Food & Drinks

Matthew Raiford’s New Cookbook Celebrates Black Resistance by Existence

The chef boldly declares that Southern food’s longevity and popularity is rooted in its dynamism; it is never static, never boring: “Does anybody understand that Southern cuisine is the only cuisine that has grown and matured?” he asks. “Everybody wants to be part of the story, and to be known for having the best Southern cuisine. There’s no one way to do any of these dishes. It’s the totality of the experience, not just one experience.”

One of my favorite ways to use a cookbook is to mentally construct the pantry of the chef writing it. Bress ’n’ Nyam is rooted in Southern constructs—a very particular South and sense of place. It is Gullah Geechee, but it’s not about replicating any specific canon of dishes. Raiford’s travels and experiences from California to Italy (where he once represented the United States at Slow Food International’s Global Gathering) have made an impact on how he interprets the food of home. His vision allows him to see the global in his childhood particulars. He brings his nana’s love of produce and fresh vegetables to his quiche and giardiniera. He marries Ethiopian berbere spice, jerk seasoning, feta, bottarga, mole, gelato, and compote with things he can attain in a short walk to the chicken coop, the orchard, the brackish waters surrounding Gilliard, or his garden, a modern rival to Jefferson’s experimental field at Monticello.

As a chef, Raiford offers all the things you might suspect from Lowcountry Georgia, prepared through the lens of Matthew’s constant search for twists: muscadines turned into jelly and compote; peanuts boiled in potlikker or served over chicken and purple ribbon cane syrup; oysters roasted under burlap soaked in salt water or tucked beside fried turkey; a fresh barbecued Ossabaw Island hog; the tang of wild sumac, huckleberries, pomegranates; mustard greens served over his signature CheFarmer grits. The classics are there, too, with excellent angles: sweet potato pie glazed with evaporated milk, fried mullet, fried chicken, shrimp perloo, and red rice. Even better is an homage to the drinking culture of the Deep South juke joint, drawing on moonshine and local gins with fruity, salty, and pungent elements like butterscotch, ginger, and hibiscus.

The book is all the more surprising because Raiford did his best to remove himself from that bubble that others consider “Southern” or “soul food.” For many Black chefs in the 1980s, the stereotypical assumption that they would rely on diner favorites was stultifying. “In culinary school, I tried to distance myself from Southern food,” Raiford says. “Nobody allowed me to do what I wanted to do because they had a narrow vision: fried chicken, macaroni and cheese, collard greens, everything has to be fried or with bacon.” But in addition to the need for variety and cooking beyond expectations is the concern for promoting balance and healthier practices. “I’ve been using a little steak seasoning to make my greens because there were so many people who like their greens without meat. You’re looking for that umami, that smokiness—not necessarily the meat.”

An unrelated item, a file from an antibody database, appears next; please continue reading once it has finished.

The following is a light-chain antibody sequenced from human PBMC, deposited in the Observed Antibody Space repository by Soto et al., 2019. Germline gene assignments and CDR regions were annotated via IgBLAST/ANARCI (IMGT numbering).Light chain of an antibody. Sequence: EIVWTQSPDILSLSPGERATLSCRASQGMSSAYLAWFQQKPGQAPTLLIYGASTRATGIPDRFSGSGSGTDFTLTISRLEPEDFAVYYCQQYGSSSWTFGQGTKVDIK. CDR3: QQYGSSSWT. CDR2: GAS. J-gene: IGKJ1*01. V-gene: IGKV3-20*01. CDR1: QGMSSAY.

In his work, Chef Raiford expands the notion of health. To him, health means the maintenance of healing practices that trace back centuries: the harvest and the use of plants like mullein, sumac, thistle and wild thyme. “Good health is eating in balance and knowing the vitamins and nutrients and knowing that certain wildcrafted herbs and spices we grow and buy have health benefits,” he tells me. “It’s also knowing the quality of the food you eat, and the soil. Good stuff in the ground and good stuff out—you have to know what kinds of nutrients are in the soil so you know what’s going in your body.

Bress ’n’ Nyam tackles so many issues in what could have been just a collection of recipes meant to amuse and celebrate. It is a microcosm of one Black chef’s hard work toward a holistic vision for his resurrected family farm. Old luminaries are honored in new ways. Here we have an opportunity to really see the big picture—that concern for preserving family and local traditions, supporting Black businesses like farms and distilleries, eating well and in health and with joy, and keeping people of color on ancestral land are a braid of power. This is the conversation we need to celebrate and expand, not just long for. This cookbook is here to tell us that time for that conversation is now.

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